Justine, or The Misfortunes of Virtue  is a 1791 novel by Donatien Alphonse François de Sade, better known as the Marquis de Sade. Justine is set just before the French Revolution in France and tells the story of a young girl who goes under the name of Thérèse. Her story is recounted to Madame de Lorsagne while defending herself for her crimes, en route to punishment and death. She explains the series of misfortunes that led to her present situation.

Justine (original French title: Les infortunes de la vertu) was an early work by the Marquis de Sade, written in two weeks in 1787 while imprisoned in the Bastille. It is a novella (187 pages) with relatively little of the obscenity that characterised his later writing, as it was written in the classical style (which was fashionable at the time), with much verbose and metaphorical description.

A much extended and more graphic version, entitled Justine ou Les Malheurs de la vertu (1791) (English title: Justine, or The Misfortunes of the Virtue or simply Justine), was the first of de Sade’s books published.

A further extended version, La Nouvelle Justine ou Les Malheurs de la vertu (The New Justine), was published in the Netherlands in 1797. This final version, La Nouvelle Justine, departed from the first-person narrative of the previous two versions, and included around 100 engravings. It was accompanied by a continuation, Juliette, about Justine’s sister. The two together formed 10 volumes of nearly 4000 pages in total; publication was completed in 1801.

Napoleon Bonaparte ordered the arrest of the anonymous author of Justine and Juliette, and as a result de Sade was incarcerated for the last 13 years of his life. The book’s destruction was ordered by the Cour Royale de Paris on May 19, 1815.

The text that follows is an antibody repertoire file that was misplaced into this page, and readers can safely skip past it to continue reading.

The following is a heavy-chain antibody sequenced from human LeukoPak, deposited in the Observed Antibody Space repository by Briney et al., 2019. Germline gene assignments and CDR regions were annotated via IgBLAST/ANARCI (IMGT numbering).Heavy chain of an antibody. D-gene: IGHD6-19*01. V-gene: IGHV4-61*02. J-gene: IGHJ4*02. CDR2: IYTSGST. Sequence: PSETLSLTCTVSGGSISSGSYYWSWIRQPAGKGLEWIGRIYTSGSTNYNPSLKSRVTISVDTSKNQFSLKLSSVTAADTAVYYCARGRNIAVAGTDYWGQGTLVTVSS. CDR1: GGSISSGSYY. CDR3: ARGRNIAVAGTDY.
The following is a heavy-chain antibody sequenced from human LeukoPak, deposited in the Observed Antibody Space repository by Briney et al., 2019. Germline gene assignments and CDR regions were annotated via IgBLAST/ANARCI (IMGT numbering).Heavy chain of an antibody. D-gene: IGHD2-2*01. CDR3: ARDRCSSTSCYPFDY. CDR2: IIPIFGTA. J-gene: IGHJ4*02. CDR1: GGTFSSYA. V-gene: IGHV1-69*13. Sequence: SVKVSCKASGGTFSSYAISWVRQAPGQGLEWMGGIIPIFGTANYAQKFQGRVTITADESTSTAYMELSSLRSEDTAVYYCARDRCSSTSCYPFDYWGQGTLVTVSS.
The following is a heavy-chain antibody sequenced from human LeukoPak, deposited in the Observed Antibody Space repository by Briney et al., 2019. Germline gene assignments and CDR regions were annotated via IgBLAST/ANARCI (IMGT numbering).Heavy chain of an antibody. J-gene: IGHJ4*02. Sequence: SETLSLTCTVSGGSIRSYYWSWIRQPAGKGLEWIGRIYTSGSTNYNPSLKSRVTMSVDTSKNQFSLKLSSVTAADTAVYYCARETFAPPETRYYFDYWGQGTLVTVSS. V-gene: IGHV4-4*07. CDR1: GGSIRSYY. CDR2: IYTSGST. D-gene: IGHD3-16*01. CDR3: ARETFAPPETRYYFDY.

The plot concerns Justine, a 12-year-old maiden (“As for Justine, aged as we have remarked, twelve”) who sets off to make her way in France. It follows her until age 26 in her quest for virtue. She is presented with sexual lessons, hidden under a virtuous mask. The unfortunate situations include: the time when she seeks refuge and confession in a monastery, but is forced to become a sex slave to the monks, who subject her to countless orgies, rapes and similar rigours and the time when, helping a gentleman who is robbed in a field, he takes her back to his chateau with promises of a post caring for his wife, but she is then confined in a cave and subject to much the same punishment. These punishments are mostly the same throughout, even when she goes to a judge to beg for mercy in her case as an arsonist and then finds herself openly humiliated in court, unable to defend herself.

These are described in true Sadean form. However, unlike some of his other works, the novel is not just a catalogue of sadism.

Justine (Thérèse (or Sophie in the first version)) and Juliette were the daughters of Monsieur de Bertole. Bertole was a widower banker who fell in love with another man’s lover. The man, Monsieur de Noirseuil, in the interest of revenge, pretended to be his friend, made sure he became bankrupt and eventually poisoned him, leaving the girls orphans. Juliette and Justine lived in a nunnery, where the abbess of the nunnery corrupted Juliette (and attempted to corrupt Justine too). However, Justine was sweet and virtuous. When the abbess found out about Bertole’s death, she threw both girls out. Juliette’s story is told in another book and Justine continues on in pursuit of virtue, beginning from becoming a maid in the house of the usurer Harpin, which is where her troubles begin anew.